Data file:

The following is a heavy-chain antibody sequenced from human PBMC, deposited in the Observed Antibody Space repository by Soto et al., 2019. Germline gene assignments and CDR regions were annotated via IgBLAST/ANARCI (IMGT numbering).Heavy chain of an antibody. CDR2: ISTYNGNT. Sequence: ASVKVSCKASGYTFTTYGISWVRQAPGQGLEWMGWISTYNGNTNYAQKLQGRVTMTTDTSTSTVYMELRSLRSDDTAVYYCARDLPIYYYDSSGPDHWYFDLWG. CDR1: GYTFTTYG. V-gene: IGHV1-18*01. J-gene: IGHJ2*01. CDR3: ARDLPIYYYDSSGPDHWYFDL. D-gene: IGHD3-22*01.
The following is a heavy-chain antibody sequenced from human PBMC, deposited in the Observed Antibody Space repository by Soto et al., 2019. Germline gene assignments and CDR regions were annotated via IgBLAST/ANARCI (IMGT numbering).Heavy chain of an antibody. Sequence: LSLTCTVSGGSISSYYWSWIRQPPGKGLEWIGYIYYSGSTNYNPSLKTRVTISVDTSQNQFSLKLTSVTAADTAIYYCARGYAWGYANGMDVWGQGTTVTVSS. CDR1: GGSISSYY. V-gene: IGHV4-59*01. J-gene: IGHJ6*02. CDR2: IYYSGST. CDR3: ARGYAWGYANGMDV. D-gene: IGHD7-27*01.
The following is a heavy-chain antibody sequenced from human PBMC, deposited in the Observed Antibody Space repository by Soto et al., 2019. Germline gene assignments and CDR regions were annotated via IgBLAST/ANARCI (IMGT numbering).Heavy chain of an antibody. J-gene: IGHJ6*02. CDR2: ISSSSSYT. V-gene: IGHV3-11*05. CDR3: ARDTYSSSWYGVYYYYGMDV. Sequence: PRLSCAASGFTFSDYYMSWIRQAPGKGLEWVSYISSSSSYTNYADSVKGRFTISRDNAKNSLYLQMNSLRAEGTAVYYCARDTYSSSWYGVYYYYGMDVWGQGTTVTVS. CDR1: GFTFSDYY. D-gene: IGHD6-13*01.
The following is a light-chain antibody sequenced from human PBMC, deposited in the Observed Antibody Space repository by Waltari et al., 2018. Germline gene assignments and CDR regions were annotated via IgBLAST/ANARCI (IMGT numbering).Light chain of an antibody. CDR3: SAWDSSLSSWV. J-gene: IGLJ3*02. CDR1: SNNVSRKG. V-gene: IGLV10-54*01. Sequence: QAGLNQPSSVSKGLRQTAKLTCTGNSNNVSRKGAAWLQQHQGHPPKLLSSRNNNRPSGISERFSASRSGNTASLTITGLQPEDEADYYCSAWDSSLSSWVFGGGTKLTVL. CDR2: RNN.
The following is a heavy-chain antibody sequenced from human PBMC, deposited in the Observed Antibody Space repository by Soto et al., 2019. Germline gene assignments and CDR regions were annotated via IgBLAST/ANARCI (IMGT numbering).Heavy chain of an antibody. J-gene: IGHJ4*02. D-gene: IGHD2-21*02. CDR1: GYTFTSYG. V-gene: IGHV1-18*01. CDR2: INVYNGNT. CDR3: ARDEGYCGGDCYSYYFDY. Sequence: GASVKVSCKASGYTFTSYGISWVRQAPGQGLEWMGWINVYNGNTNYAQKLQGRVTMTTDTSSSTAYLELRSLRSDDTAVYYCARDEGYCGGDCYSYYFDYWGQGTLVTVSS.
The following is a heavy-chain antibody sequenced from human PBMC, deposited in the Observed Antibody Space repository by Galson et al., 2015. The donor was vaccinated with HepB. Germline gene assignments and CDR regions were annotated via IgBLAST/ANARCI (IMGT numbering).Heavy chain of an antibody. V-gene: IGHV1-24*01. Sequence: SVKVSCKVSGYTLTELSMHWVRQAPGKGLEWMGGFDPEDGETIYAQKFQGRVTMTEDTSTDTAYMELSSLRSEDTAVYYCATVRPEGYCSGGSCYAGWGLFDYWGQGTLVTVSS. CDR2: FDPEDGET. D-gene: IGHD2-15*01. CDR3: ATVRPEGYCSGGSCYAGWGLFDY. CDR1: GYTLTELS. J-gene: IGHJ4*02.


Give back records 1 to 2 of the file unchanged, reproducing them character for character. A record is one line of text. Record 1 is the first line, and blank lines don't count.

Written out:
The following is a heavy-chain antibody sequenced from human PBMC, deposited in the Observed Antibody Space repository by Soto et al., 2019. Germline gene assignments and CDR regions were annotated via IgBLAST/ANARCI (IMGT numbering).Heavy chain of an antibody. CDR2: ISTYNGNT. Sequence: ASVKVSCKASGYTFTTYGISWVRQAPGQGLEWMGWISTYNGNTNYAQKLQGRVTMTTDTSTSTVYMELRSLRSDDTAVYYCARDLPIYYYDSSGPDHWYFDLWG. CDR1: GYTFTTYG. V-gene: IGHV1-18*01. J-gene: IGHJ2*01. CDR3: ARDLPIYYYDSSGPDHWYFDL. D-gene: IGHD3-22*01.
The following is a heavy-chain antibody sequenced from human PBMC, deposited in the Observed Antibody Space repository by Soto et al., 2019. Germline gene assignments and CDR regions were annotated via IgBLAST/ANARCI (IMGT numbering).Heavy chain of an antibody. Sequence: LSLTCTVSGGSISSYYWSWIRQPPGKGLEWIGYIYYSGSTNYNPSLKTRVTISVDTSQNQFSLKLTSVTAADTAIYYCARGYAWGYANGMDVWGQGTTVTVSS. CDR1: GGSISSYY. V-gene: IGHV4-59*01. J-gene: IGHJ6*02. CDR2: IYYSGST. CDR3: ARGYAWGYANGMDV. D-gene: IGHD7-27*01.